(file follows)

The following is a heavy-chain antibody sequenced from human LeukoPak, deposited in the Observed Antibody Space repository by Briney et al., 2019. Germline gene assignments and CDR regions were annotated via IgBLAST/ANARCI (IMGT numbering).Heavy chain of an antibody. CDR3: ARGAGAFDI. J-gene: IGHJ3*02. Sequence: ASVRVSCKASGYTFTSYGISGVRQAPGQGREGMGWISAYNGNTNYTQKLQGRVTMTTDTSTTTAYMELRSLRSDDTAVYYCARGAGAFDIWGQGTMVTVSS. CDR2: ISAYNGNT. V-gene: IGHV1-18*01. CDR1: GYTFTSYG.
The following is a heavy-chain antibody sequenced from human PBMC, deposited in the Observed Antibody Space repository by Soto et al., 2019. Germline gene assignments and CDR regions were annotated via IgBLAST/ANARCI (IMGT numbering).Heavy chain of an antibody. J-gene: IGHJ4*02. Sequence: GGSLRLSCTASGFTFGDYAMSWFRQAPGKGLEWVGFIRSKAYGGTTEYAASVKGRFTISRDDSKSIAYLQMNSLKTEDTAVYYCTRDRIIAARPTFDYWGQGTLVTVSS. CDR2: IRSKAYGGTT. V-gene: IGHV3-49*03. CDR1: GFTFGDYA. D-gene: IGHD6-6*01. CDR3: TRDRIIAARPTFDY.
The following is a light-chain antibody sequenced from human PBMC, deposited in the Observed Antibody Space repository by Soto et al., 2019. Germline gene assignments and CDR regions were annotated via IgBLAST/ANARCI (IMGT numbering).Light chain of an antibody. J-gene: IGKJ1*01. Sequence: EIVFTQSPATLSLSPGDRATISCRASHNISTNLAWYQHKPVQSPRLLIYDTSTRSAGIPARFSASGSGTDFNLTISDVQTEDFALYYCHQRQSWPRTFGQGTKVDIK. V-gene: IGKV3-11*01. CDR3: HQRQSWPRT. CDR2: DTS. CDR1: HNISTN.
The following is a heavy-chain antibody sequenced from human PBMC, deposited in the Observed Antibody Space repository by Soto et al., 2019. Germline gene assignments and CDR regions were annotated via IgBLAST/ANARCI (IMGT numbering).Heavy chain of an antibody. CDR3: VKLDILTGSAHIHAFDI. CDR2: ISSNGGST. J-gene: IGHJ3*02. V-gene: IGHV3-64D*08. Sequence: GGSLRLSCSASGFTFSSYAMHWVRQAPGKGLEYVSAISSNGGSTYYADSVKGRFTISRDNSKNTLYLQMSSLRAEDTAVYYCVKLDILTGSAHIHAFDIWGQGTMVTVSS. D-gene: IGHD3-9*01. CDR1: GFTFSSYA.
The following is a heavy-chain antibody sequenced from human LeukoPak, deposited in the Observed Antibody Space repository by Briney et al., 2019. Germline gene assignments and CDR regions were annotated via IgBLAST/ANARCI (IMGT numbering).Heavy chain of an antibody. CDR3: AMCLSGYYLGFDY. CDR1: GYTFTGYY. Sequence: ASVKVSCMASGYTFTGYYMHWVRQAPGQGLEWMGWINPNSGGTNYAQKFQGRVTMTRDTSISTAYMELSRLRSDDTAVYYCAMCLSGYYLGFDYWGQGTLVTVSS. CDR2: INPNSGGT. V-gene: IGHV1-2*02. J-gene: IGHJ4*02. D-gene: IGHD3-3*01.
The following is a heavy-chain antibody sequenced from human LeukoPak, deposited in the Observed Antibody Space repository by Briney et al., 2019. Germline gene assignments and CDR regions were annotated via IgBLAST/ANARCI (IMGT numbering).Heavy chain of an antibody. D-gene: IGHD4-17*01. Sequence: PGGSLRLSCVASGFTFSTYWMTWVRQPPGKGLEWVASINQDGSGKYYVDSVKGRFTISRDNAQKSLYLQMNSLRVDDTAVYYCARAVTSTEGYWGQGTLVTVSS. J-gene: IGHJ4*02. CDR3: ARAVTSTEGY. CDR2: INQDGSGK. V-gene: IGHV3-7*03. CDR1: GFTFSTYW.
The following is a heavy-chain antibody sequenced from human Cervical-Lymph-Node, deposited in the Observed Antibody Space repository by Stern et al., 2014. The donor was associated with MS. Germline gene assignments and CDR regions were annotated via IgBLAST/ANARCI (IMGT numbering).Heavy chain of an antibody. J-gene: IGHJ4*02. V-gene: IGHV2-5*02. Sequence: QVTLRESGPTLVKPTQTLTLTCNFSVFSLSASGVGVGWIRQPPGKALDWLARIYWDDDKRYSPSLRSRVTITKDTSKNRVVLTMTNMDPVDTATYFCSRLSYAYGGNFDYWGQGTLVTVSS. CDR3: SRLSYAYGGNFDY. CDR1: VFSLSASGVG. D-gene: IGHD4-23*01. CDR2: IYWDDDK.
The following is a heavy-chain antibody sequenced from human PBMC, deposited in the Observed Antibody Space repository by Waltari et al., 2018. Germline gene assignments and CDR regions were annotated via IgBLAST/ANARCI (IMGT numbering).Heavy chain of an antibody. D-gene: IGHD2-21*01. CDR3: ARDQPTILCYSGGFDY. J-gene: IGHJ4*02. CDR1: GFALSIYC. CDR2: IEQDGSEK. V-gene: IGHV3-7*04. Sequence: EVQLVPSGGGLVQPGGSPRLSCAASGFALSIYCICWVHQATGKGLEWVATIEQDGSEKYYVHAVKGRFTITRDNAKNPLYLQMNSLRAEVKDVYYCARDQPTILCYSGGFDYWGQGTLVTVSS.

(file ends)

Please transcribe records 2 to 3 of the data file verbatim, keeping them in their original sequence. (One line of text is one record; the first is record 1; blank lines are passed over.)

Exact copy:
The following is a heavy-chain antibody sequenced from human PBMC, deposited in the Observed Antibody Space repository by Soto et al., 2019. Germline gene assignments and CDR regions were annotated via IgBLAST/ANARCI (IMGT numbering).Heavy chain of an antibody. J-gene: IGHJ4*02. Sequence: GGSLRLSCTASGFTFGDYAMSWFRQAPGKGLEWVGFIRSKAYGGTTEYAASVKGRFTISRDDSKSIAYLQMNSLKTEDTAVYYCTRDRIIAARPTFDYWGQGTLVTVSS. CDR2: IRSKAYGGTT. V-gene: IGHV3-49*03. CDR1: GFTFGDYA. D-gene: IGHD6-6*01. CDR3: TRDRIIAARPTFDY.
The following is a light-chain antibody sequenced from human PBMC, deposited in the Observed Antibody Space repository by Soto et al., 2019. Germline gene assignments and CDR regions were annotated via IgBLAST/ANARCI (IMGT numbering).Light chain of an antibody. J-gene: IGKJ1*01. Sequence: EIVFTQSPATLSLSPGDRATISCRASHNISTNLAWYQHKPVQSPRLLIYDTSTRSAGIPARFSASGSGTDFNLTISDVQTEDFALYYCHQRQSWPRTFGQGTKVDIK. V-gene: IGKV3-11*01. CDR3: HQRQSWPRT. CDR2: DTS. CDR1: HNISTN.